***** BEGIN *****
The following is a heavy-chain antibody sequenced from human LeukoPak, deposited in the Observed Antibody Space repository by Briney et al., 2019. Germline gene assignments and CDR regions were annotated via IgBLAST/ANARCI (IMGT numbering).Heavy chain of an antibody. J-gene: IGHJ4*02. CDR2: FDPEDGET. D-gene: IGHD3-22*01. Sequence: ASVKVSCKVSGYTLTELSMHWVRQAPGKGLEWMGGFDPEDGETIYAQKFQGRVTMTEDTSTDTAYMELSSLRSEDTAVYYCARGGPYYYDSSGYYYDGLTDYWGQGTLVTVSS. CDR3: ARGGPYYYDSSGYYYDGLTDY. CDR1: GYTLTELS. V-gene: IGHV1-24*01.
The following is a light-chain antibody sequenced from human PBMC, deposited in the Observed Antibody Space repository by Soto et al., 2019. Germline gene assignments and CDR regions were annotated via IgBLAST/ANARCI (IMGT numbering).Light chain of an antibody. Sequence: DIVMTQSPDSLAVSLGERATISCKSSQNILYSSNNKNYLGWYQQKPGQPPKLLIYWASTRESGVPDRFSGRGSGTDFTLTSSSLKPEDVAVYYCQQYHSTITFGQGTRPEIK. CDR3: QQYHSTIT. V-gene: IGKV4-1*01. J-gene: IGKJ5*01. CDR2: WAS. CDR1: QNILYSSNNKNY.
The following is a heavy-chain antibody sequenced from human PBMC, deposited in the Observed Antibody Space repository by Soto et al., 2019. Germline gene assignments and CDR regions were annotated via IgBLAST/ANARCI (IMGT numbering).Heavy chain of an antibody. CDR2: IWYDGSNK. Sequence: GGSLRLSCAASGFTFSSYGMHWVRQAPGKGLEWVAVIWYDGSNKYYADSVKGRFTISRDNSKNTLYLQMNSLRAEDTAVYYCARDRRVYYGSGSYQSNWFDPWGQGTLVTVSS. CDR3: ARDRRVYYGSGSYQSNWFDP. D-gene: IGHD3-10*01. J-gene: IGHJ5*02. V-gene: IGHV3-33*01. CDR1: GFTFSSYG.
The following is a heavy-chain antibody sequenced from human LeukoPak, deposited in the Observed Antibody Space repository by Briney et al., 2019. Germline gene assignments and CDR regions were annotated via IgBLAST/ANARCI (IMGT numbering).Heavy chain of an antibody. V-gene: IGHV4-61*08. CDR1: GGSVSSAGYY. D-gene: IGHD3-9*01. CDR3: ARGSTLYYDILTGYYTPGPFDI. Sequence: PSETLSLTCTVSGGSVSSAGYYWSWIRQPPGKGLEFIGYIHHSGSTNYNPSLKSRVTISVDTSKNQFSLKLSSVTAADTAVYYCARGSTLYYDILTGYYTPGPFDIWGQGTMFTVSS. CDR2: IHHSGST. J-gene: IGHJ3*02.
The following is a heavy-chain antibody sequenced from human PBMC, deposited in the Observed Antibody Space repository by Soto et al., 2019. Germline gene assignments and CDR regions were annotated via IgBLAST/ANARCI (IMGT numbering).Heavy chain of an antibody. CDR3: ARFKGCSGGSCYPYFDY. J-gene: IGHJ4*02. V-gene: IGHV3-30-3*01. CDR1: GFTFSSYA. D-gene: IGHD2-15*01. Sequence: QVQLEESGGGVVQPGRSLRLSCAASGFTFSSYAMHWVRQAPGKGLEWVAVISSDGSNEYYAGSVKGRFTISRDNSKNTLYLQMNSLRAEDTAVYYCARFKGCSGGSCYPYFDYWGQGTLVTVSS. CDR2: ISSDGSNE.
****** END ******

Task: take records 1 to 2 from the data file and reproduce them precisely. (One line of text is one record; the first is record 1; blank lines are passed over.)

The following is a heavy-chain antibody sequenced from human LeukoPak, deposited in the Observed Antibody Space repository by Briney et al., 2019. Germline gene assignments and CDR regions were annotated via IgBLAST/ANARCI (IMGT numbering).Heavy chain of an antibody. J-gene: IGHJ4*02. CDR2: FDPEDGET. D-gene: IGHD3-22*01. Sequence: ASVKVSCKVSGYTLTELSMHWVRQAPGKGLEWMGGFDPEDGETIYAQKFQGRVTMTEDTSTDTAYMELSSLRSEDTAVYYCARGGPYYYDSSGYYYDGLTDYWGQGTLVTVSS. CDR3: ARGGPYYYDSSGYYYDGLTDY. CDR1: GYTLTELS. V-gene: IGHV1-24*01.
The following is a light-chain antibody sequenced from human PBMC, deposited in the Observed Antibody Space repository by Soto et al., 2019. Germline gene assignments and CDR regions were annotated via IgBLAST/ANARCI (IMGT numbering).Light chain of an antibody. Sequence: DIVMTQSPDSLAVSLGERATISCKSSQNILYSSNNKNYLGWYQQKPGQPPKLLIYWASTRESGVPDRFSGRGSGTDFTLTSSSLKPEDVAVYYCQQYHSTITFGQGTRPEIK. CDR3: QQYHSTIT. V-gene: IGKV4-1*01. J-gene: IGKJ5*01. CDR2: WAS. CDR1: QNILYSSNNKNY.